With Sociality, Paolo Cirio reveals devices that are often obscured by technological language, trade secrets, and the public’s general unawareness. The documentary form of this artwork aims to shed light on contemporary mechanisms of social control by showing evidence of complex technological systems and their roles in enabling addiction, opinion formation, deceptions, discrimination, and profiling. Sociality examines the concepts of social bubbles, algorithmic bias, amplification of misinformation, behaviour modification, tech addiction, and corporate surveillance. Expanding from privacy and bias, this project focuses on technology for the manipulation of human behaviours and psyche. Attention economy, steered social validation, and habit-forming products can be psychologically damaging and impact social relationships to the point of harming the fabric of society and endangering democracy.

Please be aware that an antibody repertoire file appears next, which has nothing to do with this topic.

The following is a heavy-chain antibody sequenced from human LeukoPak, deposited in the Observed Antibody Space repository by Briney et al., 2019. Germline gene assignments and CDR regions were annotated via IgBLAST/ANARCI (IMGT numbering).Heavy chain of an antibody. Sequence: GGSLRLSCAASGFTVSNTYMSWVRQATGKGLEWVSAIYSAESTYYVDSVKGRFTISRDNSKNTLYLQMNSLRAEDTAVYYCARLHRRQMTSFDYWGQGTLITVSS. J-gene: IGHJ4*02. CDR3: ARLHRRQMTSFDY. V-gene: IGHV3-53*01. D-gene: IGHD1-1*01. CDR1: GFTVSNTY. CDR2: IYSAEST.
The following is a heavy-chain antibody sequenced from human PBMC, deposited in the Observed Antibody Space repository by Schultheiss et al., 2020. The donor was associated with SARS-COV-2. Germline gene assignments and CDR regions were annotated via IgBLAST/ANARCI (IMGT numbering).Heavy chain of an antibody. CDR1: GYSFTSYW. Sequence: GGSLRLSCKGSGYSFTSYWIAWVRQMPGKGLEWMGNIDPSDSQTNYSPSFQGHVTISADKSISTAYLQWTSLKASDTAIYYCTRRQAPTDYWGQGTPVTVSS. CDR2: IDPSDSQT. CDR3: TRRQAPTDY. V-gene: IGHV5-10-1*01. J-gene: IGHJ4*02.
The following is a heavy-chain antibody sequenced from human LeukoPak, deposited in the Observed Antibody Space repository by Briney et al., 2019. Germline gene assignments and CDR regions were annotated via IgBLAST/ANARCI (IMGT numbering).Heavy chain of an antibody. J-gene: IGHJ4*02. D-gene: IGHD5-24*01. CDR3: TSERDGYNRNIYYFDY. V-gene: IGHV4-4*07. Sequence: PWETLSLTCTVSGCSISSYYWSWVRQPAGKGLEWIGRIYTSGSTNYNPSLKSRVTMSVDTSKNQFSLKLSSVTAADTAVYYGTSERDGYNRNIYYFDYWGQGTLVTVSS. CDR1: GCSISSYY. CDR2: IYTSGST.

This artwork intervenes by seeking accountability for the creation and deployment of unethical Artificial Intelligence, user experience and interface design, data mining, network monitoring, mind sensors, and algorithms. These technologies should be handled and regulated as in similar developments in chemistry, biology, and genetics. As such, the banning of toxic and dangerous inventions should extend to information technology. For this proposition, the artist invites everyone to flag and ban patents through the interactive website of the Sociality project. This provocative and participatory component elicits engagement for a democratic and collaborative oversight. The images of flowcharts of patents are composed with short descriptions and patent numbers to be shared online or through printouts. These documents are eventually sent to legislators, academics, activists and journalists for advocating regulation and the potential banning of the publicly scrutinized technologies.
The visual strategy of flowcharts and graphics aims to make the project popular and emblematic for denouncing controversial inventions. In the art installation, hundreds of flowcharts of algorithms with their descriptions are printed in black and white on A4 paper sheets. Through integrating visual, conceptual, activist, and participatory aesthetics, the offline art installation and website constitute informative Internet art about the social and mental health effects of information technology.